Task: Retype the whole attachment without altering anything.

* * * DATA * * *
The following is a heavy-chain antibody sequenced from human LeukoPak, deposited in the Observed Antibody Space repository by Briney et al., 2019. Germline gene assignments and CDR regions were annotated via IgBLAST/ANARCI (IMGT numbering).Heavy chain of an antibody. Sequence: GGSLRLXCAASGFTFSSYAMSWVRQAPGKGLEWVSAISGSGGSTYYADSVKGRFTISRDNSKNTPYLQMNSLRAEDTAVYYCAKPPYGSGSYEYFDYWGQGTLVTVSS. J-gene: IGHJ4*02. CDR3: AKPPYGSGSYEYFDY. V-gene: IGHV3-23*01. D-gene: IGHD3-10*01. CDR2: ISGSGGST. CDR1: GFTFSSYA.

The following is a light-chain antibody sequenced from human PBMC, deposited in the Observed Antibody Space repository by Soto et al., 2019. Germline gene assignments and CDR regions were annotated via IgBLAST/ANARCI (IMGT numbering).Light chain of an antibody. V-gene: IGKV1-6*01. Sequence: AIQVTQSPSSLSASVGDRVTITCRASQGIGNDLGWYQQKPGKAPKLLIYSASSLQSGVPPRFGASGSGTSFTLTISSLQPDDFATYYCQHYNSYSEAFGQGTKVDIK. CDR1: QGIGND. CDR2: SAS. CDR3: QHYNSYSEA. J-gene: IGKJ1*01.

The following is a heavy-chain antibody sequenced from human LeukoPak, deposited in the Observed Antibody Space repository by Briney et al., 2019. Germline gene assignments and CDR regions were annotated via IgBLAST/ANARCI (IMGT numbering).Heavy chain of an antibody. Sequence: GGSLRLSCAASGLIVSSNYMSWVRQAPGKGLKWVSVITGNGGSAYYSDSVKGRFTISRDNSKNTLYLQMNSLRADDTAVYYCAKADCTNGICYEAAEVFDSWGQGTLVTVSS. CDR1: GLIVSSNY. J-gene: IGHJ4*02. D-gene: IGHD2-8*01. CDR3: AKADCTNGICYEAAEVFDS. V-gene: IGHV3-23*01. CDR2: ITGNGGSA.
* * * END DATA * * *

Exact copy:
The following is a heavy-chain antibody sequenced from human LeukoPak, deposited in the Observed Antibody Space repository by Briney et al., 2019. Germline gene assignments and CDR regions were annotated via IgBLAST/ANARCI (IMGT numbering).Heavy chain of an antibody. Sequence: GGSLRLXCAASGFTFSSYAMSWVRQAPGKGLEWVSAISGSGGSTYYADSVKGRFTISRDNSKNTPYLQMNSLRAEDTAVYYCAKPPYGSGSYEYFDYWGQGTLVTVSS. J-gene: IGHJ4*02. CDR3: AKPPYGSGSYEYFDY. V-gene: IGHV3-23*01. D-gene: IGHD3-10*01. CDR2: ISGSGGST. CDR1: GFTFSSYA.

The following is a light-chain antibody sequenced from human PBMC, deposited in the Observed Antibody Space repository by Soto et al., 2019. Germline gene assignments and CDR regions were annotated via IgBLAST/ANARCI (IMGT numbering).Light chain of an antibody. V-gene: IGKV1-6*01. Sequence: AIQVTQSPSSLSASVGDRVTITCRASQGIGNDLGWYQQKPGKAPKLLIYSASSLQSGVPPRFGASGSGTSFTLTISSLQPDDFATYYCQHYNSYSEAFGQGTKVDIK. CDR1: QGIGND. CDR2: SAS. CDR3: QHYNSYSEA. J-gene: IGKJ1*01.

The following is a heavy-chain antibody sequenced from human LeukoPak, deposited in the Observed Antibody Space repository by Briney et al., 2019. Germline gene assignments and CDR regions were annotated via IgBLAST/ANARCI (IMGT numbering).Heavy chain of an antibody. Sequence: GGSLRLSCAASGLIVSSNYMSWVRQAPGKGLKWVSVITGNGGSAYYSDSVKGRFTISRDNSKNTLYLQMNSLRADDTAVYYCAKADCTNGICYEAAEVFDSWGQGTLVTVSS. CDR1: GLIVSSNY. J-gene: IGHJ4*02. D-gene: IGHD2-8*01. CDR3: AKADCTNGICYEAAEVFDS. V-gene: IGHV3-23*01. CDR2: ITGNGGSA.